Thursday, January 28, 2010

Do Vampires Really Exist?

The question of whether there are vampires in America depends on the definition one uses. If a vampire is defined as an undead creature, as portrayed by Bram Stoker, then there are no vampires in this country. However, if a vampire is defined as a person who merely drinks blood, then there are vampires in this country. In her book, Piercing the Darkness: Undercover with Vampires in America Today, Dr. Katherine Ramsland conducted extensive field based research with the vampire under culture throughout this country, and even abroad. She described in vivid detail the extent of blood drinking among those who consider themselves to be vampires. This extensive subculture exist throughout the country and as one might expect, is concentrated in the major cities or the areas near to them.

Blood drinking among this subculture ranged from sucking the blood out of minor cuts to drinking blood from larger cuts or incisions in the body. The people she interviewed had various reasons for drinking blood, but most of them centered on power and sexuality. Among this subculture, there are givers and takers of blood who gain various pleasures, as well as pain, from this process. A significant portion of this population is gay, particularly among the men. Dr. Ramsland described a layered subculture ranging from those who take blood casually and infrequently, to people who are members of secret covens or groups in which drinking blood is a major activity and take great care to preserve their anonymity.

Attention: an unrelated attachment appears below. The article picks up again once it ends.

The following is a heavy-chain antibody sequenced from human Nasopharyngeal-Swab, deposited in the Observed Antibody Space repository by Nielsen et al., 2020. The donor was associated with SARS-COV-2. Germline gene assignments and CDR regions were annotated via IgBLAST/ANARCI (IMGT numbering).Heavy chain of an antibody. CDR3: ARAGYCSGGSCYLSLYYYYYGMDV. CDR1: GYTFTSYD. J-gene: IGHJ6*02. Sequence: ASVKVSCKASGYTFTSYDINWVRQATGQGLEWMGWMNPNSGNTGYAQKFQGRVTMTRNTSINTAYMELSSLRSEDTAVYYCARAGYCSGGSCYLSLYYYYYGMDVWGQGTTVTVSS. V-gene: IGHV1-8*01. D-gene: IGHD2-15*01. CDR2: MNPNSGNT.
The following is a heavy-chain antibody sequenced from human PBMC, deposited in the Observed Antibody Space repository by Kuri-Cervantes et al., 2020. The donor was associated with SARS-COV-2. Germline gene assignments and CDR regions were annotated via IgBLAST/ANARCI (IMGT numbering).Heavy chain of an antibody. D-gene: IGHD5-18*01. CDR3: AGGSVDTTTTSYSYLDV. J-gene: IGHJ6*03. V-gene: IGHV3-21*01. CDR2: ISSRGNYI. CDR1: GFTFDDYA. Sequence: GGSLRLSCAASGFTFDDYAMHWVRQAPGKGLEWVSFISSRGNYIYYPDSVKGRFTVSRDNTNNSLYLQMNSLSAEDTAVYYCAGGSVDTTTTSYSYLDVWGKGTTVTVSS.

A significant part of this vampiric process is related to people who take blood versus people who give blood, although the mutual exchange of blood is common. Dr. Ramsland described interviews with predatory blood takers who act as vampires not just in taking of blood, but also in their dominance of the "victim." The predators often play out the role of the traditional fictional vampire as they use the victims to meet their needs. A disturbing part of her book was her interviews with people, mainly but not exclusively male, who claimed to have inflicted serious harm or been involved in the death of other people. While it would be wrong to classify most of those who drink blood as having significant psychological pathology, several of the people that Dr. Ramsland interviewed were very disturbed, some to the point of psychosis. For those who are interested in this phenomena I recommend that they read Dr. Ramsland's book which is available through Amazon.

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